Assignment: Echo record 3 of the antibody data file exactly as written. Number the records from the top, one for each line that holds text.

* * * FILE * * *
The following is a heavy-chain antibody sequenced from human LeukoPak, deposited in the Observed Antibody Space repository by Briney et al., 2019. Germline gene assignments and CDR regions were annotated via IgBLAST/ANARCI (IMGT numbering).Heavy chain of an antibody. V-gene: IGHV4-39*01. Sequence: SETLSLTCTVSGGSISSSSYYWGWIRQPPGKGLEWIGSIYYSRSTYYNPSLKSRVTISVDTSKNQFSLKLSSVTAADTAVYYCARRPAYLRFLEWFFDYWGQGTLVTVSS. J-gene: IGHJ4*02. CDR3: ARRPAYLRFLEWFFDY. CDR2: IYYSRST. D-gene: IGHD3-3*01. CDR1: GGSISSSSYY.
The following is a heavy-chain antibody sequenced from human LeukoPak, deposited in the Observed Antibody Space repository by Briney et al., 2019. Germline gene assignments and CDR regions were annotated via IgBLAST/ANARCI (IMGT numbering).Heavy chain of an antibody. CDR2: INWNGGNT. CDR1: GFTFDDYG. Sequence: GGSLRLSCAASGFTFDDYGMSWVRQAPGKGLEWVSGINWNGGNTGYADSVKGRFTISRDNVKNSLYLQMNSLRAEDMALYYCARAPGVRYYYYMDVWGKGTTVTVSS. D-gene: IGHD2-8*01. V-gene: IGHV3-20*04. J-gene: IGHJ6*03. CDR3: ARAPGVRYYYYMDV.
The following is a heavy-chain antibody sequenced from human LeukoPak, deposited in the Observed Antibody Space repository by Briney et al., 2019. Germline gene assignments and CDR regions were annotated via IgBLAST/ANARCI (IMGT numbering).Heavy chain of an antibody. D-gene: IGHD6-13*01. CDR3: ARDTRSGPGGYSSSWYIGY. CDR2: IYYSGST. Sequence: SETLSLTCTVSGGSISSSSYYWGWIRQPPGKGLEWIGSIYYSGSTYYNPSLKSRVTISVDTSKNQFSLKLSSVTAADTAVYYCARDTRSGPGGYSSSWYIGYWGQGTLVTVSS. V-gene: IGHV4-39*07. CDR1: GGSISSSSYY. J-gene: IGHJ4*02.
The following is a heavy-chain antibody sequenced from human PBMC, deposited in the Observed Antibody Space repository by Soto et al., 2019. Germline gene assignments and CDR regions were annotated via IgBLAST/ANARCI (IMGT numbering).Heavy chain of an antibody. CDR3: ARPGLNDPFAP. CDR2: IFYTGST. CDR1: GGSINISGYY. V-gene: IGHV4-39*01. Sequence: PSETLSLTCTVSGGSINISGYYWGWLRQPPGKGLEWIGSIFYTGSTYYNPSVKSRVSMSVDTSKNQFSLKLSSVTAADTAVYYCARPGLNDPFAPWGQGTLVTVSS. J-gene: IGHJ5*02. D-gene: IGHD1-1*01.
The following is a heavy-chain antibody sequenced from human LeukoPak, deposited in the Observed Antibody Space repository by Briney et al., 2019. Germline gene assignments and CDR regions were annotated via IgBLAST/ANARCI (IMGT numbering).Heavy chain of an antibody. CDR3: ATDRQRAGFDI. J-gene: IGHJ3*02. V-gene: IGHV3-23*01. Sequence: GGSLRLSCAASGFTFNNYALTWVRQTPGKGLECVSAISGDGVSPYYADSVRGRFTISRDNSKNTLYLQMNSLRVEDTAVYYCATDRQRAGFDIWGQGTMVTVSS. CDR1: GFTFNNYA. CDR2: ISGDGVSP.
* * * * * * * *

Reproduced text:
The following is a heavy-chain antibody sequenced from human LeukoPak, deposited in the Observed Antibody Space repository by Briney et al., 2019. Germline gene assignments and CDR regions were annotated via IgBLAST/ANARCI (IMGT numbering).Heavy chain of an antibody. D-gene: IGHD6-13*01. CDR3: ARDTRSGPGGYSSSWYIGY. CDR2: IYYSGST. Sequence: SETLSLTCTVSGGSISSSSYYWGWIRQPPGKGLEWIGSIYYSGSTYYNPSLKSRVTISVDTSKNQFSLKLSSVTAADTAVYYCARDTRSGPGGYSSSWYIGYWGQGTLVTVSS. V-gene: IGHV4-39*07. CDR1: GGSISSSSYY. J-gene: IGHJ4*02.